NABOKV-L post 0005784, Wed, 28 Feb 2001 18:50:18 -0800

Re: Blues News (fwd)
From: Kurt Johnson <>

It is March 2001, and just as McGraw-Hill is bringing out the paperback edition of Nabokov's Blues (March 15, 2001; ISBN: 0071373306; $16.95), more new Nabokov's Blues have appeared in the scientific literature. Perhaps of most interest in the first wholely new Nabokovian blue, from not South America, but from Asia. With the help of the venerable Zoran Kuzmanovich, editor of Nabokov Studies, this blue is now in print as Plebejus fyodor, after Nabokov's character, Fyodor, in The Gift. This new species is from the Tian-Shan region of North China-- explored by Fyodor's father and dreamed about with relish by the young entomologist. It appeared in what is now "last month" (February) in Folia Entomologica published at the Hungarian Museum of Natural History. Previously, Dr. Zsolt Balint and I had honored Nabokov with two replacement names [new names replacing older, invalid names] in the Asian fauna- one butterfly named Plebejus pilgram and another named Plebejus ardis. But, P. fyodor is wholely new to science. Chinese entomologist Y. F. Hsu discovered P. fyodor on a recent expedition to north China. To name it, much of Nabokov's own work on the Lycaeides complex in Asia had to be sorted out, including ventures back to the British Museum and by locating of singly cited specimens long lost in Nabokov's published lists of "Material Examined". Of course, Nabokov had never seen fyodor, but he mentioned a few things like it and thus his entire "take" on the rest of the Lycaeides group from that region had to be reexamined once again. It was exactly on target. In his etymology for fyodor, Zoran states "Fyodor narrates Nabokov's novel The Gift, a record of his love of Russian literature, his lepidopterist father, butterflies and a young woman named Zina. But it is precisely "under the spell" of butterflies that "something" unfolds in Fyodor's soul and becomes the enchanted means by which Fyodor relives, as if he himself had undertaken them, his missing father's journey's to exotic hunting sites, from Alt
magically multiplied life" and "head and breast filled with an electric agitation". The structure of The Gift strongly suggests that the father's love for butterflies is intimately connected with Fyodor's talents and passionate interests beyond Lepidoptera and thus give us one meaning of the took's title. Fyodor's father's insistence on the "innate" strangeness of human life and his explanation of butterfly mimicry as exceeding the observing powers of the predators Nabokov would later raise to articles of faith in his own aesthestics." Curiously, these latter notes on mimicry still invite controversy and will be subject to some further discussions among Nabokov scholars, particularly at the American Literature Association meetings being held at Harvard in May, 2001. Meantime, each of Brian Boyd, Kurt Johnson and Dieter Zimmer are doing some serious research on the historical contexts of Nabokov's views concerning mimicry.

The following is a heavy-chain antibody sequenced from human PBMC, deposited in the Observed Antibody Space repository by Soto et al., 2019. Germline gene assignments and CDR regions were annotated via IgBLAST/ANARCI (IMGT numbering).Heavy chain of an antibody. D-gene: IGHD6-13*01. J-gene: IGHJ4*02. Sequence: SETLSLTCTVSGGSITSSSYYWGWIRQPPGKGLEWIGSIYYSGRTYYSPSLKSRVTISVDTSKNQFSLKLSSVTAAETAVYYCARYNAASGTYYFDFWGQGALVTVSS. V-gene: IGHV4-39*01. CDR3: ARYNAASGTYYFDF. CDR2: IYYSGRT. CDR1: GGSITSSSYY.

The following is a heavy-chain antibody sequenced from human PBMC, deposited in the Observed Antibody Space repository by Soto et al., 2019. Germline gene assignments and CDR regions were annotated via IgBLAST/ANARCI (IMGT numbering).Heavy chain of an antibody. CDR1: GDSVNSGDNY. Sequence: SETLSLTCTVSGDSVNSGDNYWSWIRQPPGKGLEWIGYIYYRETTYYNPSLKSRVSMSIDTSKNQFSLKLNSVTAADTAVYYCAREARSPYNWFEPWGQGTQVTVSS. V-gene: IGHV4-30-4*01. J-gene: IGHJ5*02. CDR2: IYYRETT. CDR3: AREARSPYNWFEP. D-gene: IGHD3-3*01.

Another new Nabokovian Blue (again published in Febr. in the Annals of the Hungarian Museum of Natural History by Balint, Johnson and Rev. Eisele of Argentina) is from South America. It honors Nabokov's pioneer work as well. However, it is named for the region of Argentina from which it comes-- jujuyensis ("of Jujuy"). It is the Argentine sister species of Nabokov's now-famed Pseudolucia chilensis, the species from which Nabokov named the genus and the one now known to feed on a poisonous plant and thus anchor a "mimicry ring" of orange-colored Blues. Nabokov was the first to recognize the orange-colored Blues as Blues-by his pioneer anatomical work. The Nabokov butterfly legacy continues to grow. Jeff Edmunds at ZEMBLA has kindly agreed to run a color and bxw illustrated little feature on these new blues. Keep your eye open for it. In addition, a new paper being prepared by Dr. Zsolt Balint and Dubi Benyamini will honor Nabokov with additional new Blues from South America.
One may rather unabashedly continue to mention Nabokov's blues (or Nabokov's Blues). The book was a "Ten Best in Science" for 2000 at The Washington Post, American Library Association, and HMS Beagle (the Bio/Med/Tech website) and an Editors' Choice for 2000 at Booklist, Library Journal and The Seattle Times (if indeed the building is still standing after today's quake!). But more importantly-- more than just relating Nabokov's lepidopterological saga, Nabokov's blues (or Nabokov's Blues) contains an urgent conservation message. SCIENCE called its conservation message "eloquent and compelling". NATURE said Nabokov's story "thoroughly captures the joys and frustrations of taxonomic discovery". Certainly Nabokov himself spoke more than once about both ends of that curious spectrum! Thanks to the Nabokovian "crowd" for your continued interest in this side of the "Master". Certainly without the original interest of Brian Boyd in having me "cross-over" and tell "you-all" what was going on in the science, none of these things would have ever come about. And, Don Johnson has masterfully assembled this "committee" of the Nabokov Society to suggest new butterfly names-- a bunch of which will appear in the eventual new publication by Balint and Benyamini.
Kurt Johnson

illustrations (being sent under separate cover)
black and white illustration of P. fyodor (credit Folia Entomologica)
color illustration of Nabokov's own butterfly inscriptions on the cover of his personal copy of The Gift. (credit the Estate of Vladimir Nabokov)<br clear=all><hr>Get your FREE download of MSN Explorer at <a href=""></a><br></p>